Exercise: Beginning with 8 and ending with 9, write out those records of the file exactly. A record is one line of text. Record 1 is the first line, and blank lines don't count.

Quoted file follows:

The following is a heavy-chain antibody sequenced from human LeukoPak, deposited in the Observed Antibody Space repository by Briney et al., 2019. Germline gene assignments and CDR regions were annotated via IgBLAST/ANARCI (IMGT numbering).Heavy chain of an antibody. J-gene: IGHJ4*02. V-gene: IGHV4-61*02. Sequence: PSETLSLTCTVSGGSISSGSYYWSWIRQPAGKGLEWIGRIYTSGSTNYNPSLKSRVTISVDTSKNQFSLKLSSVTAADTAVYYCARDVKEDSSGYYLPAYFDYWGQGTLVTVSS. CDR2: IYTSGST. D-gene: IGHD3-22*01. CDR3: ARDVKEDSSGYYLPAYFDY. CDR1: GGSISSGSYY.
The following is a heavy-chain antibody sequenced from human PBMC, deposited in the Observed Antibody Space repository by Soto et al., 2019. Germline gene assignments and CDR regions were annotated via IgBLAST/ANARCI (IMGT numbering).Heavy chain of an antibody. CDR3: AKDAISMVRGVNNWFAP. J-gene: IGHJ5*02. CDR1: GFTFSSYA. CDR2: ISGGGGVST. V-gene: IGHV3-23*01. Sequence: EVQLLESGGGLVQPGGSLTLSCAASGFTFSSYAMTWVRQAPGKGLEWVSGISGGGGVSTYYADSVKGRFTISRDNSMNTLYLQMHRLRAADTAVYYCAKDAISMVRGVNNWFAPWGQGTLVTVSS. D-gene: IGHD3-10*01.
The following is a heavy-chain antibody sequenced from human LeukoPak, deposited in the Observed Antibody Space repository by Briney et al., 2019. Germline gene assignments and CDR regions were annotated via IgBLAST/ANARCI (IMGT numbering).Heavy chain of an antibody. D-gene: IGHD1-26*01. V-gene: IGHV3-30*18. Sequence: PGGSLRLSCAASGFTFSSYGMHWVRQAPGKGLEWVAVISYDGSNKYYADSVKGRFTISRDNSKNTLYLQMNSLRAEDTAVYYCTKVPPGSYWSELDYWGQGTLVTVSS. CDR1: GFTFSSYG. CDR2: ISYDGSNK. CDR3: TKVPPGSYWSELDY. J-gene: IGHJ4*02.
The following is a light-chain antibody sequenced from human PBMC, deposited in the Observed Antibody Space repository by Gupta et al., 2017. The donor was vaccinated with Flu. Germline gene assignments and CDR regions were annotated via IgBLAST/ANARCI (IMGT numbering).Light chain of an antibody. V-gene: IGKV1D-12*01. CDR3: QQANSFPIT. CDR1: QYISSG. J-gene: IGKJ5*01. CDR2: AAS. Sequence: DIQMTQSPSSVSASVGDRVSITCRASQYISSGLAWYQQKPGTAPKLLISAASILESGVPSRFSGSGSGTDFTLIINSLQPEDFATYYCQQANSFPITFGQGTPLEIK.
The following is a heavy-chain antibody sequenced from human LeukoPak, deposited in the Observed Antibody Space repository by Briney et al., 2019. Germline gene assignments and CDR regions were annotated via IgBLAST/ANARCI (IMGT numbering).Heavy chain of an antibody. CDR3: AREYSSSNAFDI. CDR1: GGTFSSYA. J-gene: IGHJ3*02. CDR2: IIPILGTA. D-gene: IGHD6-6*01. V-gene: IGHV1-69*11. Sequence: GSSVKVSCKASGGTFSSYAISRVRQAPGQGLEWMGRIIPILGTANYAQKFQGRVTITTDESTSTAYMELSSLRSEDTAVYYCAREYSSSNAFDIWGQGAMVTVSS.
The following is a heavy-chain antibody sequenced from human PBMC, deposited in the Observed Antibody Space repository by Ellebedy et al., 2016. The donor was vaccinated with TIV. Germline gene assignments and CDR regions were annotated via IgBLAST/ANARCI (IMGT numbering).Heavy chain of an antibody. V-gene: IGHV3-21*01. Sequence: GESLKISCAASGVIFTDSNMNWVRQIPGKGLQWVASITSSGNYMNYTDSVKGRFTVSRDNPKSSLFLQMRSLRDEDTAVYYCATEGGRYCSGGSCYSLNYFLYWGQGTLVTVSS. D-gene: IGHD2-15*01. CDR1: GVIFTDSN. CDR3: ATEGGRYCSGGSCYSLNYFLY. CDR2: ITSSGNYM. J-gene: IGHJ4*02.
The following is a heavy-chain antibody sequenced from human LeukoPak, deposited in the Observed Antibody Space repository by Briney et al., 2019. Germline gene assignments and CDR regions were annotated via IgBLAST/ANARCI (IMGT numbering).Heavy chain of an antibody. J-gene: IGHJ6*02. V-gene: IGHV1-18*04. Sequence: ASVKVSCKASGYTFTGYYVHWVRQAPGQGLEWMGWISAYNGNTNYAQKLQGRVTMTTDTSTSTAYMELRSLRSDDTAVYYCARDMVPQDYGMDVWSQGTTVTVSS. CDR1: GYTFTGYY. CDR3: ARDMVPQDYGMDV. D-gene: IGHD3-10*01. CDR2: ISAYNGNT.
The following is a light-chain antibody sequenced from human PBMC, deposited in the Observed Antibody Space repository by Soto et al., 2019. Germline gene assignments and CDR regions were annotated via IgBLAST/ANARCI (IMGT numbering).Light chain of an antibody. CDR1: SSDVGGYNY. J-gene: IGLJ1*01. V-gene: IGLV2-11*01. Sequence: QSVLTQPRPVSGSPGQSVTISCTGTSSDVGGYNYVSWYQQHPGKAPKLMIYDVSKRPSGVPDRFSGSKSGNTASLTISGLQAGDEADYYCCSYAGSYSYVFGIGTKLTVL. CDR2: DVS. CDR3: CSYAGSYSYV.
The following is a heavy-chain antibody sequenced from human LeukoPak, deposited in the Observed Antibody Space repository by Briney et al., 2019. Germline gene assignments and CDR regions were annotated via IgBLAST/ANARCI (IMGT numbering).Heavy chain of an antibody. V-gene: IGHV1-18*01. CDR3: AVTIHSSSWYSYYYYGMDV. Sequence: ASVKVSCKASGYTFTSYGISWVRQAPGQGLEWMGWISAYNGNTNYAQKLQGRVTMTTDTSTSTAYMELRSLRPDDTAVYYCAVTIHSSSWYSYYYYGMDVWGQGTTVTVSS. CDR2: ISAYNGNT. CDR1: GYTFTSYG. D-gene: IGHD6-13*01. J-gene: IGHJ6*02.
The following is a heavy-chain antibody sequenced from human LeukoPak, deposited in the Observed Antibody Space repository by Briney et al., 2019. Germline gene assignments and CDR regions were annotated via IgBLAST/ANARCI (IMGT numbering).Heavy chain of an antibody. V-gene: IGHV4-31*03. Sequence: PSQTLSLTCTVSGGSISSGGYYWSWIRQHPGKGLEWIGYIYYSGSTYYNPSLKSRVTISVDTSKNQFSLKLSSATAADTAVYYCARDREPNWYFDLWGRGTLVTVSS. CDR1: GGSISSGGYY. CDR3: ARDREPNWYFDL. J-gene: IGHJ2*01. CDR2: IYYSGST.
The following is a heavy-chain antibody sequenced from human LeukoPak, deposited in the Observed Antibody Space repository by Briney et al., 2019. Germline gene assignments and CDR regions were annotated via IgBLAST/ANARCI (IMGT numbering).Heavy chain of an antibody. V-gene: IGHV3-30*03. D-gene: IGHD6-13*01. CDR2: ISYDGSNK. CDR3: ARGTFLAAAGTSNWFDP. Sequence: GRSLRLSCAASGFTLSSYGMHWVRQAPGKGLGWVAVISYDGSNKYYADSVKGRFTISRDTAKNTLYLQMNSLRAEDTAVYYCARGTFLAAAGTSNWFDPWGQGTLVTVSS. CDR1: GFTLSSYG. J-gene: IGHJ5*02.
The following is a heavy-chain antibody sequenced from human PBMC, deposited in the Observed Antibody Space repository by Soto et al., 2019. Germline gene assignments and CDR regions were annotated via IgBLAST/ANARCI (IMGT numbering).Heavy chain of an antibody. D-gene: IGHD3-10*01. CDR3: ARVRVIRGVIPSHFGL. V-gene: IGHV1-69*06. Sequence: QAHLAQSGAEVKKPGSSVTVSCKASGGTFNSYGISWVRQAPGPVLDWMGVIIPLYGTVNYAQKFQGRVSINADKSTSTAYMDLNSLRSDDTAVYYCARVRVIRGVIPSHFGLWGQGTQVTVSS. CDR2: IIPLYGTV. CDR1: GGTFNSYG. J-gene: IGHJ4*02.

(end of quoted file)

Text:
The following is a light-chain antibody sequenced from human PBMC, deposited in the Observed Antibody Space repository by Soto et al., 2019. Germline gene assignments and CDR regions were annotated via IgBLAST/ANARCI (IMGT numbering).Light chain of an antibody. CDR1: SSDVGGYNY. J-gene: IGLJ1*01. V-gene: IGLV2-11*01. Sequence: QSVLTQPRPVSGSPGQSVTISCTGTSSDVGGYNYVSWYQQHPGKAPKLMIYDVSKRPSGVPDRFSGSKSGNTASLTISGLQAGDEADYYCCSYAGSYSYVFGIGTKLTVL. CDR2: DVS. CDR3: CSYAGSYSYV.
The following is a heavy-chain antibody sequenced from human LeukoPak, deposited in the Observed Antibody Space repository by Briney et al., 2019. Germline gene assignments and CDR regions were annotated via IgBLAST/ANARCI (IMGT numbering).Heavy chain of an antibody. V-gene: IGHV1-18*01. CDR3: AVTIHSSSWYSYYYYGMDV. Sequence: ASVKVSCKASGYTFTSYGISWVRQAPGQGLEWMGWISAYNGNTNYAQKLQGRVTMTTDTSTSTAYMELRSLRPDDTAVYYCAVTIHSSSWYSYYYYGMDVWGQGTTVTVSS. CDR2: ISAYNGNT. CDR1: GYTFTSYG. D-gene: IGHD6-13*01. J-gene: IGHJ6*02.